Other blocks and slabs of Ediacaran rock can be found at various places in Perth.  Some are used as steps for buildings, benches in parks and patio stones.  Some exhibit microbially induced sedimentary structures. 

I have included photographs of Aspidella specimens in rock at two of Tackaberry's quarries in Lanark County in previous blog postings.

Christopher Brett
Ottawa, Ontario

References and Suggested Reading

Big Ben & Ian Millar.   https://www.beautifulperth.com/bigben.html
Brett, C. P., 2019a
Concentric Structures in the Sedimentary Rocks of Lanark County, Ontario that are identical to the Ediacaran Holdfast Aspidella.  Blog posting dated   March 8, 2019  

Brett, C. P., 2019b
Possible Fossil Microbial Mat Structures in Rocks Near Perth, Ontario.  Blog posting dated   March 28, 2019.  http://fossilslanark.blogspot.com/2019/03/possible-fossil-microbial-mat.html

Brett, C. P., 2019c
A Selection of Fossils from the ‘March Formation’ in Lanark County, Ontario - A Correction.  Blog posting dated  March 24, 2019

Brett, C. P., 2019d
If the Ediacaran discoid holdfast Aspidella, why not Ediacaran Stalks, Spindles and Fronds in Lanark County?   Blog posting dated   March 29, 2019

Brett, C. P., 2019e
Photographs of GSC 221, one of Alexander Murray’s specimens of Aspidella terranovica, Billings 1872. Blog posting dated Wednesday, May 1,  2019

 Brett, C. P., 2019f
A Chronology of References to Aspidella terranovica from its Discovery by Murray, Naming in 1872 by Billings, Through the Initial Period when it was Recognized as a Fossil, Through the Decades when it was Dismissed as an Inorganic Concretion or Gas Escape Structure, to its Resurrection in the late 20th Century, and Crowning in 2000 as the First Named Ediacaran Body Fossil.  Blog posting dated Sunday, June 30, 2019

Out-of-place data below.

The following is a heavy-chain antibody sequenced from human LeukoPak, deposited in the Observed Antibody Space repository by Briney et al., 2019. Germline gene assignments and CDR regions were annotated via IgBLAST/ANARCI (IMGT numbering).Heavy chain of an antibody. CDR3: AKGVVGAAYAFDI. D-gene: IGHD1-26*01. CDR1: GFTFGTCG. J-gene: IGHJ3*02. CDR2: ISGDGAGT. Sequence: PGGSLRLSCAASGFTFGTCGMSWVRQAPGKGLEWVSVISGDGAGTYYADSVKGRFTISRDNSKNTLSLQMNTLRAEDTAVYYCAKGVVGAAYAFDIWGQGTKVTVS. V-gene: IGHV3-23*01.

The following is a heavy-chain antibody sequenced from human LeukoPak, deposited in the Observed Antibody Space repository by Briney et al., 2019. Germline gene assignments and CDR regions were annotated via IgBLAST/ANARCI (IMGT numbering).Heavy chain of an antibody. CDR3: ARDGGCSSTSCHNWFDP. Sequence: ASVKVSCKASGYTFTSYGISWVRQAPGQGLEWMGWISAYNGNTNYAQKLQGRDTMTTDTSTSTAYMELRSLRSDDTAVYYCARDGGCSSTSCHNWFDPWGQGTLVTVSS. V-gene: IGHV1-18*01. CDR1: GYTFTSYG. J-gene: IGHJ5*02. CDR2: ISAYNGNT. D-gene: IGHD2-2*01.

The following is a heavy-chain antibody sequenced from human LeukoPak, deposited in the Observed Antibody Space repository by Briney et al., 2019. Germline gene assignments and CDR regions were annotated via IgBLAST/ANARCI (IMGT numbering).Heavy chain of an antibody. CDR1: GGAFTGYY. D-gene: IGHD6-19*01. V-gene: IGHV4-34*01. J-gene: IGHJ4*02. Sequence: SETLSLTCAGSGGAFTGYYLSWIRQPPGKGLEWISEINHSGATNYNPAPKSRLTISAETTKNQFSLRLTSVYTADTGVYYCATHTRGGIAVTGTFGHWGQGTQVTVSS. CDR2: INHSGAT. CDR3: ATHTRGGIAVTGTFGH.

Brett, C. P., 2020
Dave Forsyth’s Photographs of Aspidella from the Richmond Quarry, Lanark County
Blog posting dated Thursday, August 27, 2020
Burzynski,  Greg,  T. Alexander Dececchi, Guy M. Narbonne & Robert W. Dalrymple, 2020
Cryogenian Aspidella from northwestern Canada.  Precambrian Research.  Volume 336, January 2020, 105507  https://doi.org/10.1016/j.precamres.2019.105507
Liu, A.G., Tindal, B.H., 2021
Ediacaran macrofossils prior to the ~580 Ma Gaskiers glaciation in Newfoundland, Canada 
 Lethaia, Volume54, Issue2 April 2021 Pages 260-270

Schwid, M.F., Xiao, S., Nolan, M.R., An, Z., 2021
Differential Weathering of Diagenetic Concretions and the Formation of Neoproterozoic Annulated Discoidal Structures PALAIOS (2021) 36 (1): 15–27.
Segessenman, Daniel C.  And Shanan E. Peters, 2022
Macrostratigraphy of the Ediacaran System in North America.  In  Geological Society of America special publication entitled Laurentia: An Evolving Continent GSA Memoir.

Tarhan, Lidya G.,  Mary L.Droser, James G.Gehling & Matthew P.Dzaugis, 2015
Taphonomy and morphology of the Ediacara form genus Aspidella
Precambrian Research. Volume 257, February 2015, Pages 124-136

Tuesday 25 January 2022

An Iron Ore Deposit in the Potsdam Sandstone of Eastern Ontario: The Hematite Deposit Between Delta and Furnace Falls - Part 2

 Part 1 is my November 18, 2012 blog posting.  In that posting I relied on Murray (1852) who identified the hematite occurrences on Lots 23, 24 and 25 in the tenth concession of Bastard Township, just south of Delta, and east of Lower Beverley Lake, as the likely source for the iron ore smelted at Furnace Falls (now, Lyndhurst).   It appears the Murray (1852) was wrong and that I was wrong, as that deposit was discovered after the smelter at Furnace Falls ceased operations.

In 2018 I was contacted by email by Ken Watson, who for over twenty years has done volunteer work for the Old Stone Mill at Delta, Ontario and has written extensively on the Rideau Canal.  Ken told me that he had noticed my November 18th, 2012 blog posting on the hematite deposit between Delta and Furnace Falls (now Lyndhurst) and wanted to let me know that he was investigating the source for the iron smelted at Furnace Falls and that Art Shaw was having archaeological work done on the Lansdowne Ironworks at Lyndhurst.  At that time we exchanged a few emails.  On January 6, 2022  Ken Watson sent me an email telling me that he and Art Shaw have published three articles on the Lansdowne Iron Works at Furnace Falls and the source for the iron used at the iron works.   The three articles are: